"Our hope is Sequoia and Siskiyou will inspire people to respect and connect with the Gray Wolf, their species having been extricated from our state out of misunderstanding and fear"
OAKLAND, Calif. (PRWEB) April 06, 2018
A pair of gray wolves have joined the list of eight new native-Californian species at Oakland Zoo’s upcoming California Trail expansion, opening in June 2018. These two wolves, Sequoia and Siskiyou, arrived in late December and zookeepers have been conducting ‘wolf acclimation training sessions’ with exposure to small groups of people to give them ample time to adjust to their new two-acre home. Born in captivity, these two wolves represent a much larger and inspiring story of wolf conservation in California. Wild wolves are now returning to California - after being extirpated during government-run antipredator campaigns a century ago.
Sequoia and Siskiyou, both five-years of age, relocated to Oakland Zoo as part of a multifaceted partnership with the Zoo and California Wolf Center (CSC). With the arrival of Sequoia and Siskiyou, the Zoo and CSC are working to engage the public’s support for the safe return of their wild counterparts to our state. By sharing the whole story of wild wolf recovery, including that of ranchers living with this predator, opportunities are created for people in taking action for wolves – such as buying ‘predator friendly beef’.
“California Wolf Center is honored to be working with Oakland Zoo to provide a dynamic new home for gray wolves, Sequoia and Siskiyou. We are excited for this pair’s future in the Bay Area and have the utmost faith in Oakland Zoo staff to provide an extraordinary life for these animals,” said Christina Souto, California Wolf Center’s Director of Marketing and Communications.
The partnership with California Wolf Center goes beyond the Zoo - to direct involvement in the conservation of wild wolves. Oakland Zoo is sponsoring the Wolf Center’s Range Steward program. Range Stewards are trained ranchers working to rekindle the ‘herd instinct’ in cattle, thus reducing the chance of wolf-livestock conflict. These actions increase connection and tolerance of ranchers, ensuring livestock are safe and wolves achieve long term recovery.
"Our hope is Sequoia and Siskiyou will inspire people to respect and connect with the Gray Wolf, their species having been extricated from our state out of misunderstanding and fear,” said Amy Gotliffe, Oakland Zoo’s Conservation Director. This pair will also represent the exciting return of the Gray Wolf to California, and how Oakland Zoo, California Wolf Center, and California ranchers are teaming up to protect and restore this important species."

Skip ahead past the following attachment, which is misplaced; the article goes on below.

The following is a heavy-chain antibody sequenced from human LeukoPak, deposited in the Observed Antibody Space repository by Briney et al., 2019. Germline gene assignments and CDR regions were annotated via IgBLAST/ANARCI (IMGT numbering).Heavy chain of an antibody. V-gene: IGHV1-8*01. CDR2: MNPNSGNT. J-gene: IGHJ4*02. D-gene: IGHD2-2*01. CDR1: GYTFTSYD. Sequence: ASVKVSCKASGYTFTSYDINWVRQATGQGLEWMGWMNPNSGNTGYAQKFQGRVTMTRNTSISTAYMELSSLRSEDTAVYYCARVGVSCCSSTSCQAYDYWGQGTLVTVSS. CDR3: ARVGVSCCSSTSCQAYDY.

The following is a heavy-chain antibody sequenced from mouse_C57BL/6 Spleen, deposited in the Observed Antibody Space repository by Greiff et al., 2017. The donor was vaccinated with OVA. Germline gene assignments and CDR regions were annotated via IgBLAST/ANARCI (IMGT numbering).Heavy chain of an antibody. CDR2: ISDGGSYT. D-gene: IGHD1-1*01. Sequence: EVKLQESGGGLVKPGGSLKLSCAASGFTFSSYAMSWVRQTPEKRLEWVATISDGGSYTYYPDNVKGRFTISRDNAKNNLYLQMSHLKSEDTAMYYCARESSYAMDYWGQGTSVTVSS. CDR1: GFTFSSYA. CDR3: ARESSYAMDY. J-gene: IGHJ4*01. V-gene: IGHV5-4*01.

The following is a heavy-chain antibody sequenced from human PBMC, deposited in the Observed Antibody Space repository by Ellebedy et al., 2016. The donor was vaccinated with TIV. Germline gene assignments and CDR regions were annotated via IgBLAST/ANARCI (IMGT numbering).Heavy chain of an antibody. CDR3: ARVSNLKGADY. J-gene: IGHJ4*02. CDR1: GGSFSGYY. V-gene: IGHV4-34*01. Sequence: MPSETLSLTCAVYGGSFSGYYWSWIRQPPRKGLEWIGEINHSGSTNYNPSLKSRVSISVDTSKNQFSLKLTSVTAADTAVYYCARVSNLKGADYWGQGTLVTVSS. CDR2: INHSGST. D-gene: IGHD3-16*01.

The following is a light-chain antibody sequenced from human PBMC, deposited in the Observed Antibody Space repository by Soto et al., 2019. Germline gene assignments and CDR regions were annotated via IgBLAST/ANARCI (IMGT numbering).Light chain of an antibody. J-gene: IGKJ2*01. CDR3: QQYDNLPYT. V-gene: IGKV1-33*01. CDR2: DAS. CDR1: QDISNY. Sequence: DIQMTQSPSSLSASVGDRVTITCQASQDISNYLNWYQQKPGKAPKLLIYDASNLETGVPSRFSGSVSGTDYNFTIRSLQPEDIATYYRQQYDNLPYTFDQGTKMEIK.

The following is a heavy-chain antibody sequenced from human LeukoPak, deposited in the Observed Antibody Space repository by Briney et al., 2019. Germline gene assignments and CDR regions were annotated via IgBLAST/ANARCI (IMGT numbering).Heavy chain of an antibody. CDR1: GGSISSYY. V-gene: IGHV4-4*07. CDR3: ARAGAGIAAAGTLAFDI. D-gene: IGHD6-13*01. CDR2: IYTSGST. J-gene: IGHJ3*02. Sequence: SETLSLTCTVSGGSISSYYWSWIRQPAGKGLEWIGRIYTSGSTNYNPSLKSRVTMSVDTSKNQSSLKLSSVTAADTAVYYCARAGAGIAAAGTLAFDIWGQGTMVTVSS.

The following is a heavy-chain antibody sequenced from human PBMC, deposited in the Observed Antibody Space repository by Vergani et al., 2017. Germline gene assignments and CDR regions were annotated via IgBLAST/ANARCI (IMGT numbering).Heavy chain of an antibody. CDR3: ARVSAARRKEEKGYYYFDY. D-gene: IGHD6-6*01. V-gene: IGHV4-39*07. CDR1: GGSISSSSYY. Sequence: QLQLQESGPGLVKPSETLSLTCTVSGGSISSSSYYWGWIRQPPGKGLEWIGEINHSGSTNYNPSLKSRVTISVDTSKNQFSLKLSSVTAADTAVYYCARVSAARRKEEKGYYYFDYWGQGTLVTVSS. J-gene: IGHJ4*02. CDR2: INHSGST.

Sequoia is a male wolf and was born at the California Wolf Center. He is described as very sweet with a dominant personality. Siskiyou (female) was born at McCleery Buffalo Wolf Foundation in Montana. According to staff, the five-year-old pair appears to be getting along very well. Wolves, unlike dogs, commonly mate for life; therefore, they take time to develop relationships. Oakland Zoo hopes Sequoia and Siskiyou will have a litter of pups next year. Creating a natural pack is important to the emotional health of wolves. Pups born to the pair will remain at Oakland Zoo, in the same habitat as their parents.
“Siskiyou and Sequoia are making quite a home for themselves in their new two-acre habitat,” said Darren E. Minier, Assistant Director, Animal Care, Conservation, and Research at Oakland Zoo. “We're happy to care for these two special individuals, and excited for the family pack they'll create together. They're stunning ambassadors for their counterparts in the wild, and we're excited to share them and their stories when California Trail opens this June!”
The wolf habitat at Oakland Zoo’s California Trail is 2-acres, complete with a pool, trees, dens, and plenty of cover for these elusive animals. Discussions began around the construction three years ago to ensure that wolves moving to Oakland Zoo would be housed in the most comfortable space possible. The California Trail at Oakland Zoo opens to the public in June 2018.
ABOUT OAKLAND ZOO AND THE CONSERVATION SOCIETY OF CALIFORNIA:
Oakland Zoo, home to more than 700 native and exotic animals, is managed by the Conservation Society of California (CSC); a non-profit organization leading an informed and inspired community to take action for wildlife locally and globally. With over 25 conservation partners and projects worldwide, the CSC is committed to conservation-based education and saving species and their habitats in the wild. Oakland Zoo is dedicated to the humane treatment of animals and is accredited by the Association of Zoos and Aquariums (AZA), the national organization that sets the highest standards for animal welfare for zoos and aquariums. For more information, go to http://www.oaklandzoo.org.
ABOUT CALIFORNIA WOLF CENTER:
The California Wolf Center is dedicated to the recovery of wolves in the wildlands they once roamed. We envision a landscape where wolves thrive in healthy ecosystems and wolves and people successfully coexist. Our organization is at the forefront of creating a new model for long term wolf recovery through a scientifically based, socially acceptable approach that provides real and practical solutions to those sharing the landscape with wild wolves. We offer tours of our conservation center in Julian, CA with a reservation. Visit http://www.californiawolfcenter.org or call 760-765-0030 for more information.